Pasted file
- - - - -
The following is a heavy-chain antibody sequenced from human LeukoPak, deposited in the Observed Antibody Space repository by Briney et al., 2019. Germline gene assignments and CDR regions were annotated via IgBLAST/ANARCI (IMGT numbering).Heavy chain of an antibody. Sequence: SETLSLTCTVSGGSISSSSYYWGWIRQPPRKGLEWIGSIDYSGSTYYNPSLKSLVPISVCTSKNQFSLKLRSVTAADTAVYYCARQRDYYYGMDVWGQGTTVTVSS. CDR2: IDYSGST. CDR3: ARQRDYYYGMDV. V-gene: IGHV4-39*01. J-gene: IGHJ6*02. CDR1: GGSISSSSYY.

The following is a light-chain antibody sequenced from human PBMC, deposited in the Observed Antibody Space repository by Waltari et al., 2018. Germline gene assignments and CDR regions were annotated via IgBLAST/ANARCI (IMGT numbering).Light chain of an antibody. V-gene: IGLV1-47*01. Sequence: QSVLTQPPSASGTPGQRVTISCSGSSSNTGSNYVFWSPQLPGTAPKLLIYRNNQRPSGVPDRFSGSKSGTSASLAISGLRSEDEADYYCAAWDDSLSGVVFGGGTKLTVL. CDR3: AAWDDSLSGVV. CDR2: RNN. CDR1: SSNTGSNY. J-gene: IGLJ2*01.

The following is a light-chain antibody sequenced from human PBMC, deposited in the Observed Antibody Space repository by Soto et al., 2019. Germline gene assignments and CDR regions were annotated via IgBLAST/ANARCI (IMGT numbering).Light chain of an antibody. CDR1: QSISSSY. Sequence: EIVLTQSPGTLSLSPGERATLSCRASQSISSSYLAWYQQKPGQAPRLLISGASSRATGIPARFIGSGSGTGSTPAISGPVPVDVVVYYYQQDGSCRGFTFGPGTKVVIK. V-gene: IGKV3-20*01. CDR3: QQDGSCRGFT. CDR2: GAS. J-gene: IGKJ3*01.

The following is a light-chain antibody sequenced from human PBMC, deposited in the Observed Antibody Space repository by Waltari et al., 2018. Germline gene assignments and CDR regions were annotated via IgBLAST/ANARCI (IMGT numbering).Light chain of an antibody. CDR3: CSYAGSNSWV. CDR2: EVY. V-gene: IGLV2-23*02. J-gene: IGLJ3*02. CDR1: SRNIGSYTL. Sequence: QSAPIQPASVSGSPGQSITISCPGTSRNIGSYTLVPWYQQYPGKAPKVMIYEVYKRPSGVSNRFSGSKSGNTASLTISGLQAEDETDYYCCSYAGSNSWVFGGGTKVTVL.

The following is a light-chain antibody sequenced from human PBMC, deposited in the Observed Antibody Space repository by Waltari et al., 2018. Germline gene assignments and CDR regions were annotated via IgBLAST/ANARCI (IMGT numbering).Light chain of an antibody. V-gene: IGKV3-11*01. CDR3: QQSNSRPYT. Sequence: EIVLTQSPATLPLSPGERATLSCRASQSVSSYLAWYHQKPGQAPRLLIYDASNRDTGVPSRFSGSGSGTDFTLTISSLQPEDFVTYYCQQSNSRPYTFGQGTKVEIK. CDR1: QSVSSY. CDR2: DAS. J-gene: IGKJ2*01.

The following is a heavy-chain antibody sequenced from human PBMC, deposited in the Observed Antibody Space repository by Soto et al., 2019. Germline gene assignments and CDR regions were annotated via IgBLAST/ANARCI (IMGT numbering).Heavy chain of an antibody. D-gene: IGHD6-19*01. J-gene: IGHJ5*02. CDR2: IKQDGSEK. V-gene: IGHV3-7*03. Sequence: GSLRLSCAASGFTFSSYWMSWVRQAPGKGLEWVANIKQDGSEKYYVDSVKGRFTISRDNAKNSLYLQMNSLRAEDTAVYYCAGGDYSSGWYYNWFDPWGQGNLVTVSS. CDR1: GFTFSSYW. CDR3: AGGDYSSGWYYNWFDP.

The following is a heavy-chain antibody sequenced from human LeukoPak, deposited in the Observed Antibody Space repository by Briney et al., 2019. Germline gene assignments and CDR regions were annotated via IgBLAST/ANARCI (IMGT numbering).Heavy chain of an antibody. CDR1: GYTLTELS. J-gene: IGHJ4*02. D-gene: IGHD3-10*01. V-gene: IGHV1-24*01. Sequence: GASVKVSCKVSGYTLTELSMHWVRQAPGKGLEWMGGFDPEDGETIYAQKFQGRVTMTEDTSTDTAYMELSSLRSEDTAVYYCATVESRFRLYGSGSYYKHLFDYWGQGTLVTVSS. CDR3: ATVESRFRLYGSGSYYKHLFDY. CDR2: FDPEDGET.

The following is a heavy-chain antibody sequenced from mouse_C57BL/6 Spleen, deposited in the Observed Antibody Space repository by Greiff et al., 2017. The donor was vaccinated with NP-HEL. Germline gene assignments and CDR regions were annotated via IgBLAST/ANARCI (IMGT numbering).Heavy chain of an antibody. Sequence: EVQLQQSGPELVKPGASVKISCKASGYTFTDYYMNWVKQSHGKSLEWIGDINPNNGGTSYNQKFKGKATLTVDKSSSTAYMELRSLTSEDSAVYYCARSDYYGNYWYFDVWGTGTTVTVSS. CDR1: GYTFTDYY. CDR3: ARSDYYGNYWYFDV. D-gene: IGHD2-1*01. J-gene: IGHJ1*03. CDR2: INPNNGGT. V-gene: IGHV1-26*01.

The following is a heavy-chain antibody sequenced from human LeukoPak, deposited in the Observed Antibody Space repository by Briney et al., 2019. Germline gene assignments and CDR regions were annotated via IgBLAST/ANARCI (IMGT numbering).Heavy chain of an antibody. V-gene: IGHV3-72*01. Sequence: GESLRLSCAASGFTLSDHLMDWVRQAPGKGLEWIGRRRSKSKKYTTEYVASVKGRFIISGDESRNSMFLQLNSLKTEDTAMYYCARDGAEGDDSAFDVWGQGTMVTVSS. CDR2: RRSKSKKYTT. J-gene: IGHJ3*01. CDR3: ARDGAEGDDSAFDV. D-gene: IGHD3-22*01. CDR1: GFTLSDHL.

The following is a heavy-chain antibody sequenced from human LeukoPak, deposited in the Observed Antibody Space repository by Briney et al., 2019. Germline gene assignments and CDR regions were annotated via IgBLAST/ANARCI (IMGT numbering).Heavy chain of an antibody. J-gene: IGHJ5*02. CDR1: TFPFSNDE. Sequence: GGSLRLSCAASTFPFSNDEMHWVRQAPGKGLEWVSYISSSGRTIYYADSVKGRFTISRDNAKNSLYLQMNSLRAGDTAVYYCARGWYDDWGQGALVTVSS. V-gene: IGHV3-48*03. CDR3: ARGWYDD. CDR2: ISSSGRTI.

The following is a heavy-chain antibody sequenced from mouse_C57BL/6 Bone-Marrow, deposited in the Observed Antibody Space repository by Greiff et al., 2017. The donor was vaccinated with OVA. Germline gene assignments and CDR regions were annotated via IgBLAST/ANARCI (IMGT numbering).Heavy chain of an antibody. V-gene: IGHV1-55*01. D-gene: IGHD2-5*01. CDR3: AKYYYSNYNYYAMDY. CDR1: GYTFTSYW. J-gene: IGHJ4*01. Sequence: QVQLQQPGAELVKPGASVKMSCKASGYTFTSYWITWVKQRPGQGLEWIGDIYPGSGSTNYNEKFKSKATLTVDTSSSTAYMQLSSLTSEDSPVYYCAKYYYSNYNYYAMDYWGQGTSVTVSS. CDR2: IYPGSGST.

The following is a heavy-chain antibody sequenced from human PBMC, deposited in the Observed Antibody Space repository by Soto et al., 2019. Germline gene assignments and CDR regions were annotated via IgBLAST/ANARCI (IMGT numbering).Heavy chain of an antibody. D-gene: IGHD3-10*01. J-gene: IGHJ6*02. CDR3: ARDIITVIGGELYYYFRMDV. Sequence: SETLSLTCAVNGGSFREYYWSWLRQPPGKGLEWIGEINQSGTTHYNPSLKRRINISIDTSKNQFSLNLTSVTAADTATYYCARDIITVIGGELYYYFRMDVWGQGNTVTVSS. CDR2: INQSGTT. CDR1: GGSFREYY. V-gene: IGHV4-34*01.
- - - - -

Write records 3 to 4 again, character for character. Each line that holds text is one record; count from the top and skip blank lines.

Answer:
The following is a light-chain antibody sequenced from human PBMC, deposited in the Observed Antibody Space repository by Soto et al., 2019. Germline gene assignments and CDR regions were annotated via IgBLAST/ANARCI (IMGT numbering).Light chain of an antibody. CDR1: QSISSSY. Sequence: EIVLTQSPGTLSLSPGERATLSCRASQSISSSYLAWYQQKPGQAPRLLISGASSRATGIPARFIGSGSGTGSTPAISGPVPVDVVVYYYQQDGSCRGFTFGPGTKVVIK. V-gene: IGKV3-20*01. CDR3: QQDGSCRGFT. CDR2: GAS. J-gene: IGKJ3*01.

The following is a light-chain antibody sequenced from human PBMC, deposited in the Observed Antibody Space repository by Waltari et al., 2018. Germline gene assignments and CDR regions were annotated via IgBLAST/ANARCI (IMGT numbering).Light chain of an antibody. CDR3: CSYAGSNSWV. CDR2: EVY. V-gene: IGLV2-23*02. J-gene: IGLJ3*02. CDR1: SRNIGSYTL. Sequence: QSAPIQPASVSGSPGQSITISCPGTSRNIGSYTLVPWYQQYPGKAPKVMIYEVYKRPSGVSNRFSGSKSGNTASLTISGLQAEDETDYYCCSYAGSNSWVFGGGTKVTVL.